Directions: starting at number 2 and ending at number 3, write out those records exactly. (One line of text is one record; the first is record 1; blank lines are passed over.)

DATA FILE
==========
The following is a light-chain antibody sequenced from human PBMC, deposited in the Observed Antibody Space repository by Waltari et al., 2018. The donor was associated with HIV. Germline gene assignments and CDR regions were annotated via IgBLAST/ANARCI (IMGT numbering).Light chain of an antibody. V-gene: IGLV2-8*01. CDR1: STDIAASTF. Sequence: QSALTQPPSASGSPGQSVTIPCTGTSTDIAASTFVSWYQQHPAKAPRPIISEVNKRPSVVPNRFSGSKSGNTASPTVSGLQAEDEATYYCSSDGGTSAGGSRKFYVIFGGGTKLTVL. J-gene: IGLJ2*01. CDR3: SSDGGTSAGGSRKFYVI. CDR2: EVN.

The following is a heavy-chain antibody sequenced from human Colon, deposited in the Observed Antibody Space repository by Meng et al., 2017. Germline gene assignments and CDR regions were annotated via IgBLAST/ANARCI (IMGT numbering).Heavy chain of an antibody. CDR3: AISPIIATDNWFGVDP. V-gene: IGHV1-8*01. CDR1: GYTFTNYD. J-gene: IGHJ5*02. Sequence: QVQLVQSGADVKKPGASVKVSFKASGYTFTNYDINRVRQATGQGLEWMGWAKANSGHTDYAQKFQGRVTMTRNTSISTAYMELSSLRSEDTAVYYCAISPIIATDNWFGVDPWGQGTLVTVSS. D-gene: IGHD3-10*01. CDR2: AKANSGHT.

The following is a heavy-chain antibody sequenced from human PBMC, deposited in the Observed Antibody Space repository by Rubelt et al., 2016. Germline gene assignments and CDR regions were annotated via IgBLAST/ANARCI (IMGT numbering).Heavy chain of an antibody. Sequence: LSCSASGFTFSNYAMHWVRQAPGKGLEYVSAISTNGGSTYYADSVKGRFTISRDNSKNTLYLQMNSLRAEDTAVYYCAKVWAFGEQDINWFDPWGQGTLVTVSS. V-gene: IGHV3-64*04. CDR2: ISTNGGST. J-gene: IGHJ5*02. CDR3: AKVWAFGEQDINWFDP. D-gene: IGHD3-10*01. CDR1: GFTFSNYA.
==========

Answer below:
The following is a heavy-chain antibody sequenced from human Colon, deposited in the Observed Antibody Space repository by Meng et al., 2017. Germline gene assignments and CDR regions were annotated via IgBLAST/ANARCI (IMGT numbering).Heavy chain of an antibody. CDR3: AISPIIATDNWFGVDP. V-gene: IGHV1-8*01. CDR1: GYTFTNYD. J-gene: IGHJ5*02. Sequence: QVQLVQSGADVKKPGASVKVSFKASGYTFTNYDINRVRQATGQGLEWMGWAKANSGHTDYAQKFQGRVTMTRNTSISTAYMELSSLRSEDTAVYYCAISPIIATDNWFGVDPWGQGTLVTVSS. D-gene: IGHD3-10*01. CDR2: AKANSGHT.

The following is a heavy-chain antibody sequenced from human PBMC, deposited in the Observed Antibody Space repository by Rubelt et al., 2016. Germline gene assignments and CDR regions were annotated via IgBLAST/ANARCI (IMGT numbering).Heavy chain of an antibody. Sequence: LSCSASGFTFSNYAMHWVRQAPGKGLEYVSAISTNGGSTYYADSVKGRFTISRDNSKNTLYLQMNSLRAEDTAVYYCAKVWAFGEQDINWFDPWGQGTLVTVSS. V-gene: IGHV3-64*04. CDR2: ISTNGGST. J-gene: IGHJ5*02. CDR3: AKVWAFGEQDINWFDP. D-gene: IGHD3-10*01. CDR1: GFTFSNYA.